NIH Chief: More Ethical to Use Embryos than Discard

Thirteen embryonic stem cell lines were approved Wednesday for federally-funded research with assurance from the director of the National Institutes for Health that research on them is ethical and does not violate principles on human dignity and sanctity of life.

"Let me be clear, these are embryos that would have been otherwise discarded as part of in-vitro fertilization clinic activities," Dr. Francis Collins noted during an appearance Wednesday on CNN.

The NIH director also noted that his federal agency had conducted a "very careful" review of the lines based on the conditions that were set forth in guidelines issued earlier this year and further pointed out that it was former President Bush who first approved the use of stem cell lines for federal researchers to work with.

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Notably, however, taxpayer-funded stem cell research under the Bush administration was limited to about 21 embryonic stem cell lines – only those already in existence as of August 2001.

Since then, hundreds of "better lines" have come out, such as the 13 made available Wednesday.

The NIH's announcement marked the first time new lines were made available since President Obama lifted the restriction set by Bush that made research on lines created after August 9, 2001, ineligible for federal funding.

 According to Collins, another 96 embryonic stem cell lines are currently undergoing NIH review, and 20 or more could get a decision by Friday. Researchers have also notified the NIH that they may apply for approval of another 250 stem cell lines.

Though embryonic stem cells have been highly touted for their potential to lead to breakthroughs in curing diseases such as Parkinson's, cancer, and paralysis, among others, critics of embryonic stem cell research say lifting the ban on their federal funding could open the door to future abuses and paste "a veneer of 'ethics'" on unethical experiments.

Critics also point out that embryonic stem cell research has yielded no cures to date. Adult stem cells and neonatal stem cells, meanwhile, have been used in successfully treating over 100 diseases without controversies and have been hailed by some as having many superior qualities to embryonic stem cells.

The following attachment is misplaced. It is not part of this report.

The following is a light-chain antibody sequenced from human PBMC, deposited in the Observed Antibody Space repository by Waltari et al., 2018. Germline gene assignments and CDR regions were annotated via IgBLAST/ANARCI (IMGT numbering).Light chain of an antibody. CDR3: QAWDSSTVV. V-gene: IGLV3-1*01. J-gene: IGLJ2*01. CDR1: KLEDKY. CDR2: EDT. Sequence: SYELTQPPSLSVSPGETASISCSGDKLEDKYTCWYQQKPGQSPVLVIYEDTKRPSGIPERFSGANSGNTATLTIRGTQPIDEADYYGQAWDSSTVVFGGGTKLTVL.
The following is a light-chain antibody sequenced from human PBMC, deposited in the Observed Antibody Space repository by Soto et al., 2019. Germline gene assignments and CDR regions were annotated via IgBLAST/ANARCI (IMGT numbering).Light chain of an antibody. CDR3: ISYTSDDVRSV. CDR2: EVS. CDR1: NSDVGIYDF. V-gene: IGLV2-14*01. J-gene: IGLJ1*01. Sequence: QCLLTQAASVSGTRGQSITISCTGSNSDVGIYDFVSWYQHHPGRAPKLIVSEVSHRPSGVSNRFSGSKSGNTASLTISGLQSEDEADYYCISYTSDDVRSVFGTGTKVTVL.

In his appearance on CNN, Collins acknowledged the lack of progress in the relatively new field but noted that it's partly because of the limits that have been placed on the research.

"We really don't know what the potential is here," he reported. "And I want to be clear that we should be careful not to overstate the likelihood that this approach is going to result in breakthroughs in those diseases. But it is certainly an exciting new pathway."

Despite the uncertainty, Collins made clear that he believes that it's far more beneficial to utilize what would otherwise be discarded.

"The embryos are being created anyway with a benevolent purpose to try to give a childless couple a chance to have a baby. It does seems to me, as a believer, as a Christian, that it's more ethically acceptable – as long as the consent process was carefully followed and it's clear that no payment was involved, there was not coercion involved. It was the free gift of the donors to make this available for research. That seems to me to measure up to ethical standards that are quite defensible from whatever your worldview," he stated.

In continuing, Collins said: "The question that many ethicists have posed and people both of faith and people who come at it from a different perspective have concluded that in fact, ethically, isn't it more justifiable if those embryos that have been created to use them for a purpose that might help someone with a disease as opposed to simply discarding them?

"It seems to me with that kind of argument, even those who feel strongly about the sanctity of life, when asked to balance the pros and cons of discarding versus trying to do something useful to honor that particular source of human material would say 'Maybe we're better off doing what we've done,'" he added.

With Wednesday's announcement, researchers who were awarded $21 million in stem cell research grants earlier this year can start using the approved lines immediately. Millions more in stem cell money, meanwhile, is due out later this winter.

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